The deep distributions of helium isotopes, radiocarbon, and noble gases along the U.S. GEOTRACES East Pacific Zonal Transect (GP16)

TitleThe deep distributions of helium isotopes, radiocarbon, and noble gases along the U.S. GEOTRACES East Pacific Zonal Transect (GP16)
Publication TypeJournal Article
Year of Publication2017
AuthorsJenkins, WJ, Lott, III, DE, German, CR, Cahill, KL, Goudreau, J, Longworth, B
JournalMarine Chemistry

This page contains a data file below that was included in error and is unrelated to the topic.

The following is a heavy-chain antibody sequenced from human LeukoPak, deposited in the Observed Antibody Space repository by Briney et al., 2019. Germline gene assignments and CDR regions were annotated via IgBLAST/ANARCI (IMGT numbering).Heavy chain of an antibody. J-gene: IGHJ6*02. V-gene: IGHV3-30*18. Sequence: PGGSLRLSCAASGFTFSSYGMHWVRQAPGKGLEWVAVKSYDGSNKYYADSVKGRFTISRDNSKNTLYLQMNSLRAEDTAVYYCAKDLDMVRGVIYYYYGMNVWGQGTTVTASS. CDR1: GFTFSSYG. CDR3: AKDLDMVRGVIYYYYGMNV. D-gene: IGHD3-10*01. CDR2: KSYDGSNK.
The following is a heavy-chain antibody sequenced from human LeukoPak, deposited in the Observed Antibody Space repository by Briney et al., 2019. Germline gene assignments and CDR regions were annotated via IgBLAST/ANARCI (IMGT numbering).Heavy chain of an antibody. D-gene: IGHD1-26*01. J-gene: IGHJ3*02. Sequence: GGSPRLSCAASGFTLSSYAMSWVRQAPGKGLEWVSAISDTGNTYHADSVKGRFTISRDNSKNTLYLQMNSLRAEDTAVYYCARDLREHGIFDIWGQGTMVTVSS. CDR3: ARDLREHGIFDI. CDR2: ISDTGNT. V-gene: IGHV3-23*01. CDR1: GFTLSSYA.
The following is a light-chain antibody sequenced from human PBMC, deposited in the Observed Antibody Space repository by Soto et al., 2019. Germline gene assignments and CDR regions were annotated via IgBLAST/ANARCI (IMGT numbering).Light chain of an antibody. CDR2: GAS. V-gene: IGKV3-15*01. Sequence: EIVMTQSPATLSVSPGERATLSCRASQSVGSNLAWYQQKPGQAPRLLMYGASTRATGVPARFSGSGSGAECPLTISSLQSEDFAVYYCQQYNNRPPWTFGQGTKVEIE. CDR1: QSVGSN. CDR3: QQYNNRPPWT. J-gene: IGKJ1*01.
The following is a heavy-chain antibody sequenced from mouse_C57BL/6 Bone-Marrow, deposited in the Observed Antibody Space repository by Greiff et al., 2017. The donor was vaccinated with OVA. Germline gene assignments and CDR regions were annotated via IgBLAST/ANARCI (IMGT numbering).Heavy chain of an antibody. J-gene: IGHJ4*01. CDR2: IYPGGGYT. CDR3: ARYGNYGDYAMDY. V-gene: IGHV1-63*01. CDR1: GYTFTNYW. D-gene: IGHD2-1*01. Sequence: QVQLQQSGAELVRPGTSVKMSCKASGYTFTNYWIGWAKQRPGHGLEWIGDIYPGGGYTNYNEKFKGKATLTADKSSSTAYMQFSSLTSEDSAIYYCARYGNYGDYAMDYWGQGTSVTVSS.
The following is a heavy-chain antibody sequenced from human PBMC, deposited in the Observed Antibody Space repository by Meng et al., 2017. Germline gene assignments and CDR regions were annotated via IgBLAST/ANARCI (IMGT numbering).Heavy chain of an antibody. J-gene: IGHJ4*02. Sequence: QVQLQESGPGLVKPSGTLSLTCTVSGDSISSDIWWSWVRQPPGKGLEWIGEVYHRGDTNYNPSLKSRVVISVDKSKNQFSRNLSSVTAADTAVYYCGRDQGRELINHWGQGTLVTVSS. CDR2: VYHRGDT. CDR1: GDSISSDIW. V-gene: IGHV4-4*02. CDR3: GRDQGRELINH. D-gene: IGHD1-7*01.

Abstract We report the deep distributions of noble gases, helium isotopes, and radiocarbon measured during the U.S. \{GEOTRACES\} \{GP16\} East Pacific Zonal Transect between 152 and 77°W at 12–15°S in the South Pacific. The dominant feature is an intense tongue of hydrothermal effluent that extends > 4000 km westward from the East Pacific Rise (EPR) at   2500 m depth. The patterns reveal significant “downstream” variations in water mass structure, advection, and mixing that belie the simple perception of a continuous plume extending westward from the EPR. For example, one feature observed at 120°W, 14°S has tracer signatures that are consistent with a water mass originating from an area as much as 2000 km south of this section, suggesting a quasi-permanent northward flow on the western flank of the EPR. Helium isotope variations in the plume show a uniquely high 3He/4He source in the tongue compared with typical mid-ocean ridge basalts (MORB), consistent with the anomalously high ratios observed in \{MORB\} glasses from the \{EPR\} segment just south of this transect. The water column data also reveal that the background 3He/4He east of the \{EPR\} is significantly lower than values characteristic of MORB, suggesting an additional, more geographically distributed radiogenic 4He flux of order 107 mol/y into the deep Pacific. In the western end of the section, incoming bottom waters have relatively less hydrothermal hydrothermal helium, more radiocarbon, and more oxygen, as well as negative saturation anomalies for the heavy noble gases (Ar, Kr, and Xe). During the basin-scale upwelling of this water, diapycnal mixing serves to erase these negative anomalies. The relative magnitudes of the increases for the heavy noble gases (Ar, Kr, and Xe) are quantitatively consistent with this process. This leads us to estimate the relatively smaller effects on He and Ne saturations, which range from near zero to 0.2% and 0.3% respectively. With this information, we are able to refine our estimates of the magnitude of 3He and 4He excesses and the absolute 3He/4He ratio of non-atmospheric helium introduced into deep Pacific waters.